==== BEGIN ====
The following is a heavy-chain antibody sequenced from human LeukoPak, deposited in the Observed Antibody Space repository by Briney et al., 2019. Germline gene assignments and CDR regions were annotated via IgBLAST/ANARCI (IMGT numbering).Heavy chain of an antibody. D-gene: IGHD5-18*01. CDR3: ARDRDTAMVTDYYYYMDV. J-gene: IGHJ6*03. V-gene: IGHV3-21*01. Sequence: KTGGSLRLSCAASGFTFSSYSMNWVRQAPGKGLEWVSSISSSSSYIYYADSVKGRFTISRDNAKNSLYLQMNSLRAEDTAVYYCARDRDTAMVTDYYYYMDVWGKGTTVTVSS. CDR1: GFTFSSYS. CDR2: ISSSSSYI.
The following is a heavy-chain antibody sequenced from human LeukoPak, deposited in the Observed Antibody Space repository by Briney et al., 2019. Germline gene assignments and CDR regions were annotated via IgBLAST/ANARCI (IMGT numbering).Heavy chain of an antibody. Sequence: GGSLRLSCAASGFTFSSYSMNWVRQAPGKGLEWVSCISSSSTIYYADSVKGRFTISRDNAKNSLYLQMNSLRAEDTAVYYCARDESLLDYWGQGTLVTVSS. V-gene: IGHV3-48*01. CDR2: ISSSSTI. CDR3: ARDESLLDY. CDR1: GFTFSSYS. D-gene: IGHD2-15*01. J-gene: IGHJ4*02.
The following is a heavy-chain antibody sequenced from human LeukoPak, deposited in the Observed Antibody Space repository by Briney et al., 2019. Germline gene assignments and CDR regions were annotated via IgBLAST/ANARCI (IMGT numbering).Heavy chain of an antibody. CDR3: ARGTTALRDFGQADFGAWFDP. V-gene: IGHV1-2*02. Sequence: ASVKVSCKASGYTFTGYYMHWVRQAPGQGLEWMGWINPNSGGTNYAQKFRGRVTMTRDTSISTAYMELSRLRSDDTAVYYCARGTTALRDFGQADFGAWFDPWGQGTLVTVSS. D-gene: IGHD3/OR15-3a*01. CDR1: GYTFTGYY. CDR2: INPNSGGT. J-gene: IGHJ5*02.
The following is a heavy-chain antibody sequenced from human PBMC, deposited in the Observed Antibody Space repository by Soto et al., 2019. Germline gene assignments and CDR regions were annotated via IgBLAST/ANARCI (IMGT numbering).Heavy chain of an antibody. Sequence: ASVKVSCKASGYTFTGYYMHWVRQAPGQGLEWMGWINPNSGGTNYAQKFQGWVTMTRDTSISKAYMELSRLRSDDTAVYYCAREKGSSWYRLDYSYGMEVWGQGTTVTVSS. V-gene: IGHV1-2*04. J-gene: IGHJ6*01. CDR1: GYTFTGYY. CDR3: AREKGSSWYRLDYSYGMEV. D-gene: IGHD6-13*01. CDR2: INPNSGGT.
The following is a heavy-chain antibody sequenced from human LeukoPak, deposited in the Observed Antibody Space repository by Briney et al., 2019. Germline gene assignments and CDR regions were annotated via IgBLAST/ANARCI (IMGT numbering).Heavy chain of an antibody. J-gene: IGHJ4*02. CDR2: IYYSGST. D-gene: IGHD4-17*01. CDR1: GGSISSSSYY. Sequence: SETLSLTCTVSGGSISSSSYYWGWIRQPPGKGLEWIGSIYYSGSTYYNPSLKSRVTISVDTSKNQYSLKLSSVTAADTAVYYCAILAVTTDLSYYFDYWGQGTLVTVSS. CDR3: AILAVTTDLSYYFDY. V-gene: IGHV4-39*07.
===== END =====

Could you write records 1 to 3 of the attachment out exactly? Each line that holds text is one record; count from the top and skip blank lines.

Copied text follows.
The following is a heavy-chain antibody sequenced from human LeukoPak, deposited in the Observed Antibody Space repository by Briney et al., 2019. Germline gene assignments and CDR regions were annotated via IgBLAST/ANARCI (IMGT numbering).Heavy chain of an antibody. D-gene: IGHD5-18*01. CDR3: ARDRDTAMVTDYYYYMDV. J-gene: IGHJ6*03. V-gene: IGHV3-21*01. Sequence: KTGGSLRLSCAASGFTFSSYSMNWVRQAPGKGLEWVSSISSSSSYIYYADSVKGRFTISRDNAKNSLYLQMNSLRAEDTAVYYCARDRDTAMVTDYYYYMDVWGKGTTVTVSS. CDR1: GFTFSSYS. CDR2: ISSSSSYI.
The following is a heavy-chain antibody sequenced from human LeukoPak, deposited in the Observed Antibody Space repository by Briney et al., 2019. Germline gene assignments and CDR regions were annotated via IgBLAST/ANARCI (IMGT numbering).Heavy chain of an antibody. Sequence: GGSLRLSCAASGFTFSSYSMNWVRQAPGKGLEWVSCISSSSTIYYADSVKGRFTISRDNAKNSLYLQMNSLRAEDTAVYYCARDESLLDYWGQGTLVTVSS. V-gene: IGHV3-48*01. CDR2: ISSSSTI. CDR3: ARDESLLDY. CDR1: GFTFSSYS. D-gene: IGHD2-15*01. J-gene: IGHJ4*02.
The following is a heavy-chain antibody sequenced from human LeukoPak, deposited in the Observed Antibody Space repository by Briney et al., 2019. Germline gene assignments and CDR regions were annotated via IgBLAST/ANARCI (IMGT numbering).Heavy chain of an antibody. CDR3: ARGTTALRDFGQADFGAWFDP. V-gene: IGHV1-2*02. Sequence: ASVKVSCKASGYTFTGYYMHWVRQAPGQGLEWMGWINPNSGGTNYAQKFRGRVTMTRDTSISTAYMELSRLRSDDTAVYYCARGTTALRDFGQADFGAWFDPWGQGTLVTVSS. D-gene: IGHD3/OR15-3a*01. CDR1: GYTFTGYY. CDR2: INPNSGGT. J-gene: IGHJ5*02.